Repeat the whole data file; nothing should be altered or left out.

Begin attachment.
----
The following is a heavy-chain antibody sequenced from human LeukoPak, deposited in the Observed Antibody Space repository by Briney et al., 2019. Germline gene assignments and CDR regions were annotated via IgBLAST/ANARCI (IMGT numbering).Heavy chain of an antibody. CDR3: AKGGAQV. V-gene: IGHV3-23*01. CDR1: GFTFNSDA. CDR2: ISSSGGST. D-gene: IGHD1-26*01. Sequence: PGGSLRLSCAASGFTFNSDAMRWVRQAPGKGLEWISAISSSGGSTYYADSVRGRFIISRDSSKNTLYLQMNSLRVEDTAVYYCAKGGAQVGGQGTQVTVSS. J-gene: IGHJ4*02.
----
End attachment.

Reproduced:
The following is a heavy-chain antibody sequenced from human LeukoPak, deposited in the Observed Antibody Space repository by Briney et al., 2019. Germline gene assignments and CDR regions were annotated via IgBLAST/ANARCI (IMGT numbering).Heavy chain of an antibody. CDR3: AKGGAQV. V-gene: IGHV3-23*01. CDR1: GFTFNSDA. CDR2: ISSSGGST. D-gene: IGHD1-26*01. Sequence: PGGSLRLSCAASGFTFNSDAMRWVRQAPGKGLEWISAISSSGGSTYYADSVRGRFIISRDSSKNTLYLQMNSLRVEDTAVYYCAKGGAQVGGQGTQVTVSS. J-gene: IGHJ4*02.